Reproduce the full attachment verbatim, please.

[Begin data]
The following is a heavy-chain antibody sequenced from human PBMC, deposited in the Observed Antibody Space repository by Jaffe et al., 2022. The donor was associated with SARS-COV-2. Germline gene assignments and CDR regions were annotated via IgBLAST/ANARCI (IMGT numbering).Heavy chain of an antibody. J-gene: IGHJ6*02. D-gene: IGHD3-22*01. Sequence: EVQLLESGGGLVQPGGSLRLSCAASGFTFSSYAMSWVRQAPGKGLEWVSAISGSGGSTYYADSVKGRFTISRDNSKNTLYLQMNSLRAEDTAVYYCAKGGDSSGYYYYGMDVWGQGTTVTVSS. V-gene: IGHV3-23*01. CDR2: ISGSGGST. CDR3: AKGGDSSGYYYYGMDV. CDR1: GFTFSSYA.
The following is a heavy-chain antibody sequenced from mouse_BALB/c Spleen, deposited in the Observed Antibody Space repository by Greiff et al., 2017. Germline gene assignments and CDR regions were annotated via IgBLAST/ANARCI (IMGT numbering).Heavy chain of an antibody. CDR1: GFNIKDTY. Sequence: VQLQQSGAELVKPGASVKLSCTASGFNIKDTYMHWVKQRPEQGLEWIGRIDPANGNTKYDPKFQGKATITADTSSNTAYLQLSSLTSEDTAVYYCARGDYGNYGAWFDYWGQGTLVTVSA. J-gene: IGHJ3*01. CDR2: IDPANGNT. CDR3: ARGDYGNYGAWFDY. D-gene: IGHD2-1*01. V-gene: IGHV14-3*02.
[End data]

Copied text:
The following is a heavy-chain antibody sequenced from human PBMC, deposited in the Observed Antibody Space repository by Jaffe et al., 2022. The donor was associated with SARS-COV-2. Germline gene assignments and CDR regions were annotated via IgBLAST/ANARCI (IMGT numbering).Heavy chain of an antibody. J-gene: IGHJ6*02. D-gene: IGHD3-22*01. Sequence: EVQLLESGGGLVQPGGSLRLSCAASGFTFSSYAMSWVRQAPGKGLEWVSAISGSGGSTYYADSVKGRFTISRDNSKNTLYLQMNSLRAEDTAVYYCAKGGDSSGYYYYGMDVWGQGTTVTVSS. V-gene: IGHV3-23*01. CDR2: ISGSGGST. CDR3: AKGGDSSGYYYYGMDV. CDR1: GFTFSSYA.
The following is a heavy-chain antibody sequenced from mouse_BALB/c Spleen, deposited in the Observed Antibody Space repository by Greiff et al., 2017. Germline gene assignments and CDR regions were annotated via IgBLAST/ANARCI (IMGT numbering).Heavy chain of an antibody. CDR1: GFNIKDTY. Sequence: VQLQQSGAELVKPGASVKLSCTASGFNIKDTYMHWVKQRPEQGLEWIGRIDPANGNTKYDPKFQGKATITADTSSNTAYLQLSSLTSEDTAVYYCARGDYGNYGAWFDYWGQGTLVTVSA. J-gene: IGHJ3*01. CDR2: IDPANGNT. CDR3: ARGDYGNYGAWFDY. D-gene: IGHD2-1*01. V-gene: IGHV14-3*02.